Some say this is the new benchmark.
by Mitch McCullough
Base Price $23,000
As Tested $26,415
Launched last year, the Honda Odyssey is a big minivan with innovative features and well-designed ergonomics that make it a joy to live with on a daily basis. It's as large as the Dodge Caravan and Chrysler Town & Country, the acknowledged benchmarks of the minivan, and it carries Honda's hallmark levels of design, engineering and quality.
A rear seat that quickly hides away, a deep well in back for loading groceries and optional power sliding doors all serve to make the Odyssey a superior vehicle for running errands while comfortably transporting four children. In the evenings, it can carry six adults in comfort. It's safe, it's roomy, it's convenient, it's easy to drive and it's a Honda.
Odyssey comes in two trim levels, $23,400 LX and $26,000 EX.
A 3.5-liter 24-valve V6 powers the front wheels, generating 210 horsepower when fed premium-grade fuel. (Regular unleaded can be used, but output suffers about 5 horsepower.) A four-speed automatic transmission comes standard.
The LX offers almost every feature most buyers want, including air conditioning, antilock brakes, cruise control, adjustable steering column, and power assists for windows, mirrors and door locks.
The EX adds power sliding side doors, automatic climate control, electronic traction control, upgraded sound system with a CD player, and handsome alloy wheels.
A new factory-installed navigation system that uses a satellite-linked Global Positioning System is available as an option that brings the price of the EX to $28,000. The DVD-based system generates an appropriate map and route instructions within major cities in the continental 48 states.
Safety features include dual front airbags and a three-point seatbelt/shoulder harness for each of the seven seating positions. NHTSA awarded the Odyssey five stars for occupant protection in frontal collisions, the highest government rating. Side-impact air bags are not available.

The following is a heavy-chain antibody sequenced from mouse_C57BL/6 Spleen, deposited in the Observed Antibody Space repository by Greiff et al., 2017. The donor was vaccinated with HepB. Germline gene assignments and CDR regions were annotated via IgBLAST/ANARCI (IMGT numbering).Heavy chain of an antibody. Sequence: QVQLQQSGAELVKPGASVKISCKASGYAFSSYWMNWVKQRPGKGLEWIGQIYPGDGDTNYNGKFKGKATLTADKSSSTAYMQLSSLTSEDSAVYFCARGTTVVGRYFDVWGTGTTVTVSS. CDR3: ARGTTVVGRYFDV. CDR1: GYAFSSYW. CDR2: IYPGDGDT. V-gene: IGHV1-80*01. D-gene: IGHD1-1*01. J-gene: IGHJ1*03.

If you are familiar with the pre-1999 Honda Odyssey minivans then you need to forget everything you ever knew because this one has nothing in common with those except its name. Though not a bad vehicle per se, that first-generation Odyssey was an odd duck, small with quirky design features.
This new Honda Odyssey is among the biggest minivans on the market. It's about the same size as the Dodge Caravan and Chrysler Town & Country. It's a little larger than the Toyota Sienna, but slightly smaller than the Ford Windstar, Chevrolet Venture, Oldsmobile Silhouette and Pontiac Montana.
Honda took a safe, utilitarian approach to the design of its minivan. The Odyssey is neither as distinctive as DaimlerChrysler's minivans nor as anonymous as the Sienna. Honda has made an attempt to give it some corporate identity around the grille area, but the profile and rear view are decidedly ordinary.
Like its contemporaries, the Odyssey comes with four large doors plus a tailgate. The rear doors slide open, making it easier to get in at crowded shopping center parking lots.
A large, roomy interior is a direct benefit of the Odyssey's size. The floor height is relatively low, making it easy to get in and out. Large, comfortable outside handles make it easy to open the front doors from the outside, while easily accessible handles make it easy to open them from the inside. The rear hatch swings up, and a low lift-over height makes it easy to load cargo in back.
Power sliding doors that come on the Odyssey EX are easy to operate. Either door can be open or closed by pressing a button on the dash or key fob or by moving the inside or outside levers on the door. For safety, the driver can defeat the system by pressing a switch next to the steering wheel; the door cannot be opened when the vehicle is either locked or moving.